This isn’t to say however, that I don’t have bad days, because I do. Most mornings, I wake up wondering if today is the day I finally lose my grip once and for all. It’s a nagging fear held-over from the numerous therapy sessions of what seems like a lifetime ago. What can I do but take it as it comes, one day at a time? In the meantime, between my scheduling and routines and my art and a healthy, consistent diet, I continue to function. No meds, no electro-induced seizures – just me, unfiltered and unashamed. A successful, professional, RESPECTED artist and educator. With an MFA. Winning.
True, it can be a little much. There are times where the only thing playing in my head is my bitch mother telling me again and again what a worthless piece of shit I am and how nothing I do is ever good enough. There are days when I believe that, and days when I don’t. Fortunately for me, I met and married a remarkable woman whose fortitude, patience and continued willingness to better understand what being Bipolar actually entails, inspires me to work a little harder at staying in the moment and keeping my focus.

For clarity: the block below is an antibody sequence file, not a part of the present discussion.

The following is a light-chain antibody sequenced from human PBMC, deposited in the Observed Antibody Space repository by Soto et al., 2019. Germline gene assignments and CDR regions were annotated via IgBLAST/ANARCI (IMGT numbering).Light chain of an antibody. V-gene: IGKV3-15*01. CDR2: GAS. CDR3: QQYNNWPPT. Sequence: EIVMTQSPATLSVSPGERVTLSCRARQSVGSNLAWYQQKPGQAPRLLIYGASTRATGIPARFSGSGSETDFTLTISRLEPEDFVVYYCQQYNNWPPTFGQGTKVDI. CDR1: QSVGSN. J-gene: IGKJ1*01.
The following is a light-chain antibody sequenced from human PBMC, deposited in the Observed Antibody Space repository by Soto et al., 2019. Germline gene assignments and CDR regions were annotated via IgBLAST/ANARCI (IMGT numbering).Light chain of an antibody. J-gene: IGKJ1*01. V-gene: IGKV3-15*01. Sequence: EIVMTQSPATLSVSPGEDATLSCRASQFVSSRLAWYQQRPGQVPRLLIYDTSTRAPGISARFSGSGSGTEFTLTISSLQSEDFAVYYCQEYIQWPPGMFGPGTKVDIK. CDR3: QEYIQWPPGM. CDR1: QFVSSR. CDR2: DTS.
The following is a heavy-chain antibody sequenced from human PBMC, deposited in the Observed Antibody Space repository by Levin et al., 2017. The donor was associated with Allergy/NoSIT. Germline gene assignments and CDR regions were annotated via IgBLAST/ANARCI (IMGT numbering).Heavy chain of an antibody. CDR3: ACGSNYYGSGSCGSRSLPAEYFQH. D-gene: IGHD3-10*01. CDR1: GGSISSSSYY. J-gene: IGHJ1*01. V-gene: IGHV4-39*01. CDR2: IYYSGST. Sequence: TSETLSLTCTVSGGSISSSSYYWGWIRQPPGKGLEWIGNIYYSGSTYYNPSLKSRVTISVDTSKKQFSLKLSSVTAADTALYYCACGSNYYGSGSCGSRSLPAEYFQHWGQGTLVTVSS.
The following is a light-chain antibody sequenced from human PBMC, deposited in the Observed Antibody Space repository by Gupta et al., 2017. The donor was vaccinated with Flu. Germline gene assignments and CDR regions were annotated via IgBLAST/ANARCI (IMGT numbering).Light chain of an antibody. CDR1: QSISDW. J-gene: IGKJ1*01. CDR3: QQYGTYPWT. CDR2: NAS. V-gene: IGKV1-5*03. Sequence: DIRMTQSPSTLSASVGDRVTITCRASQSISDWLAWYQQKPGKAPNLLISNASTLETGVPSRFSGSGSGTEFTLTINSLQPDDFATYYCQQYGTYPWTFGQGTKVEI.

How is that possible you ask?
Well. Not too long after I went "rogue," I happened across a study done on Omega Fatty Acids. They’re meant for your heart but they also benefit your general organ health, help clean the blood, lower your cholesterol, etc., etc. but what caught my attention was apparently the only side effect: “Natural mood stabilizer.”
I figured what the hell and immediately started taking three or five of those 3-6-9 complex jobbers a day, everyday and holy crap whaddya know, it fucking WORKS.
I still cycle, but my peaks and valleys stretch out into easier to navigate bumps and dips and thus far, I’m winning at kicking major ass consistently for close to 17 years.
Felicia: 1, mainstream psychology: 0.